Robotic Milking 101

Cabot farms are more than just home to the cows who produce the fresh, creamy milk that makes our award-winning dairy products. They’re also home to cutting edge technology that’s revolutionizing cow comfort, improving farm efficiency, and moving farming forward.

On robotic milking farms, cows set their own schedule and milking is more efficient, which means cows have more time to rest, and our farmers have more time to care for their herds. #cabotcheese Click To Tweet

Robotic Milking may sound like something out of a science-fiction movie, but in truth, it’s already been around for several years, and represents the bold spirit of innovation that our farmers have embraced for over a century. Robotic milking is great for farms because it gives cows full control over when and how often they get milked, which gives farmers more time to focus on caring for their herd. Additionally, it ensures that chores & schedules are more flexible – allowing farmers more time to plant, harvest crops, or attend their kids sports games!

Here’s how it works:

Step 1:

When they’re ready, cows voluntarily enter the milking stall. A sensor reads a chip usually located on a collar around each cow’s neck and either begins prepping the cow for milking—or releases her if she’s been milked too recently and needs to wait until later.

Cows at Foster Brother’s Farm eagerly awaiting their turn

Step 2:

Grain is dispensed for the cow to nibble on, based on her specific nutritional needs. A cow producing more milk will be provided with more grain to match her individual caloric needs. Simultaneously, a robotic arm brushes and disinfects the cow’s teats and attaches the inflations. The robotic milker collects 3-5 gallons per visit, stopping and detaching automatically when milking is finished.

The cow’s teat is getting cleaned prior to milking

After the teat is cleaned with cleaning solution, a robotic arm attaches the milking machine

Step 3:

After all 4 quarters are finished milking, her teats are sprayed with an iodine solution to help seal the teat ends and the cow is released to roam the barn, visit the feed bunk, get her back scratched or socialize with her friends while the next cow enters.

The ladies love getting a nice scratch in the barn

From start to finish, the whole process takes around 7 minutes. When you consider that cows usually get milked 2-3 times per day, this means that they spend no more than 21 minutes in an entire day being milked. This incredible efficiency allows cows to rest and socialize more with other cows, and lets farmers focus even more on improving the lives of their herd and their family.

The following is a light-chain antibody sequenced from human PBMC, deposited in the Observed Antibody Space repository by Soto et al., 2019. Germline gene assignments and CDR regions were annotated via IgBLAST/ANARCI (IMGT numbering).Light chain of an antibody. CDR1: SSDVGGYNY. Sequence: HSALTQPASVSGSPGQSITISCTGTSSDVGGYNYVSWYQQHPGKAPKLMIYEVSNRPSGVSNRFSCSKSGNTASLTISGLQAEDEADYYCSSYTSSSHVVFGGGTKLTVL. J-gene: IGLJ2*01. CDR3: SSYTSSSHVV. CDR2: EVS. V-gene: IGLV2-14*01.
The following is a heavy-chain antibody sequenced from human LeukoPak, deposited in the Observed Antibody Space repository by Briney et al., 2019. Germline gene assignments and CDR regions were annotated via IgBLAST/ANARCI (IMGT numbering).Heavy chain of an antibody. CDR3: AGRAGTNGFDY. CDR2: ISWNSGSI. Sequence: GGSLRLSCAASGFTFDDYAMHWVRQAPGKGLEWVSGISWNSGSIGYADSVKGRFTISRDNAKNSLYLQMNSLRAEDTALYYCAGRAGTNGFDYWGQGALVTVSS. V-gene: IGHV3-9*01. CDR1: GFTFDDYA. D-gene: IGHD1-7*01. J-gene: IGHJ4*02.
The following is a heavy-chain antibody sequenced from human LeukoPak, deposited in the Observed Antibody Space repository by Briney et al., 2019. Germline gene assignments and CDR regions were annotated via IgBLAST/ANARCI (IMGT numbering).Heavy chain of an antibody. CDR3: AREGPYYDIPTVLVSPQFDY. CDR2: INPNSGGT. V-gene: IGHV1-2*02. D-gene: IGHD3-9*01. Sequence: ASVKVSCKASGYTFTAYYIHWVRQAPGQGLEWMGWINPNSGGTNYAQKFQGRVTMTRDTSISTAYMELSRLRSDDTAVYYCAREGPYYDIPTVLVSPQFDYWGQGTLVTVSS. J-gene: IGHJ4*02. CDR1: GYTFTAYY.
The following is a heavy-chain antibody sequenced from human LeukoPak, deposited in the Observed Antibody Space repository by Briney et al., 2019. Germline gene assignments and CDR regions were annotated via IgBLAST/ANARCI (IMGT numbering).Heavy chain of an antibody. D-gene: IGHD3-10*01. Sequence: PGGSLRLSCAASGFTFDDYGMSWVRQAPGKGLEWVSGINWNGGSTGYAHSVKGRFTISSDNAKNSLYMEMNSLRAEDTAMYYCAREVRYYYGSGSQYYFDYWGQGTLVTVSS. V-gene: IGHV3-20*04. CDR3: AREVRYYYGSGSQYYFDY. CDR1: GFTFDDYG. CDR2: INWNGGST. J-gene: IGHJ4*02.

Cows at Foster Brother’s Farm relaxing in the free stall barnThe robotic system also keeps detailed records on each cow’s milk production including total milk yield, time spent in robot, milk temperature, butterfat and protein levels, number of visits to the robotic milker and much more. The farmers can use all of this information to tend to the cows whose production may be low or inconsistent.

Rachel Freund from Freund’s Farm looking over some data

Robotic Milking is already thriving on a number of Cabot farms, many of whom were the first in their states to adopt this exciting technology. Let’s meet some of them!

The Duffy Family, owners of Great Brook Farm in Carlisle, Massachusetts, installed their robotic system in 2011, becoming the first in their state to do so. Great Brook Farm is also located on a state park and welcomes over 100,000 visitors every year.

Tamma & Mark Duffy

Mark giving tours to local students.

In March, 2016, Freund’s Farm in East Canaan, CT, was the first in the state to install a robotic milking system, and is also home to over 1,200 solar panels that generate enough electricity to power the farm, and even send surplus energy to the local grid.

The Freund Family

Amanda Freund watching over the Robotic Milking